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Infections in nursing home residents, which is the cause of approximately 400,000 deaths in U.S. nursing homes annually, may be largely attributed to understaffing
According to a new study, set to be published in the American Journal of Infection Control in May 2011, infections in nursing home residents, which is the cause of approximately 400,000 deaths in U.S. nursing homes annually, may be largely attributed to understaffing. Understaffing in nursing homes occurs when nursing home owners and operators elect to save money in their operations by employing and scheduling only the bare minimum of employees necessary according to federal regulations. This method of cost-cutting saves nursing home owners and operators millions of dollars nationwide each year.
The Centers for Medicare and Medicaid Services require all nursing homes nationwide to meet certain requirements to be considered eligible for Medicare or Medicaid reimbursement. Facilities that do not meet federal standard care criteria are assessed deficiency citations, also known as F-Tags. Researchers at the University of Pittsburgh’s Graduate School of Public Health examined the criteria for The Centers for Medicare and Medicaid Services F-Tag 441, a deficiency citation governing infection control requirements, and gathered and analyzed data collected for Medicare/Medicaid certification from 2000 to 2007. The data analyzed involved approximately 16,000 nursing homes and approximately 100,000 “observations” annually, which is 96% of all nursing home facilities in the United States.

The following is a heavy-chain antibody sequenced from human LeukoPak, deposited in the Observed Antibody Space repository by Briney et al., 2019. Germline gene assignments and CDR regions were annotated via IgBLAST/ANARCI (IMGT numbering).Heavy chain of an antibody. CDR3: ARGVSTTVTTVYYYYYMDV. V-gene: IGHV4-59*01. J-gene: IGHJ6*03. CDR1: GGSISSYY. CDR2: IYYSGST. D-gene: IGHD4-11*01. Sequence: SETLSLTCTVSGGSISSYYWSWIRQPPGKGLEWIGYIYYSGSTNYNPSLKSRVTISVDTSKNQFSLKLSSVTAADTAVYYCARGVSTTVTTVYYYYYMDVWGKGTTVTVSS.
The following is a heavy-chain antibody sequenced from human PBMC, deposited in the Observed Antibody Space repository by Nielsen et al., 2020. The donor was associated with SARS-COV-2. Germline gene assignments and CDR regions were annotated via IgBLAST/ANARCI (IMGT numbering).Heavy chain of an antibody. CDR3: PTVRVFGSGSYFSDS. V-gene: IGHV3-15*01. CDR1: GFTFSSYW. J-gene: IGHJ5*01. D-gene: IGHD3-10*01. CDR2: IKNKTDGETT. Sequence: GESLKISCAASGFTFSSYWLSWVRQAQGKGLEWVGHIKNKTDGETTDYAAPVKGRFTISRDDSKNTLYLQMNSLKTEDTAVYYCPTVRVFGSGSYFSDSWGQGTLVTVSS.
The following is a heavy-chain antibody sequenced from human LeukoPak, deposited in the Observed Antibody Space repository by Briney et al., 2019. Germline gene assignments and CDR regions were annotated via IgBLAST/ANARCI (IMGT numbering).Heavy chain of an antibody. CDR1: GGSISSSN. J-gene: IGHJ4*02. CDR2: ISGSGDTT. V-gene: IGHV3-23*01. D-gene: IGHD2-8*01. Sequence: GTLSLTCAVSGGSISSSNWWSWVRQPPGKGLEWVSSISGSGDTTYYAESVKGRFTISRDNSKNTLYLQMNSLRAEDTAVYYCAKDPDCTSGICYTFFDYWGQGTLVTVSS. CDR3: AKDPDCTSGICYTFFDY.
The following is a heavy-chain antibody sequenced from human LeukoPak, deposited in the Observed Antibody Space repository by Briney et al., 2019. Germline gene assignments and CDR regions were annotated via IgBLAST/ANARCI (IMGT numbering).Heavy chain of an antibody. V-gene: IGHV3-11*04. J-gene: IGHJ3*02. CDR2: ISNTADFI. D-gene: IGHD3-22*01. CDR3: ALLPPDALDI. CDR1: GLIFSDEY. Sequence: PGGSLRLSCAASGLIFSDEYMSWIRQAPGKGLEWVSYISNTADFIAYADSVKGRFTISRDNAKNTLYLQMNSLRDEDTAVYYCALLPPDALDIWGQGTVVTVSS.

Through their study, researchers determined that infections and the deaths resulting from infections may largely be attributed to nursing home understaffing. According to study authors, “Our analysis may provide some clues as to the reason for the persistent infection control problems in nursing homes. Most significantly, the issue of staffing is very prominent in our findings; that is, nurse aides, LPNs and RNs, low staffing levels are associated with F-Tag 441 citations. With low staffing levels, these caregivers are likely hurried and may skimp on infection control measures, such as hand hygiene.”
If you have a loved one in a nursing home, do not be shy about confronting administrators about staffing issues. Remember, no one wil ever love your family member as much as you, so you need to be persistent in making sure that there is sufficient staffing to help meet the needs of the one you love.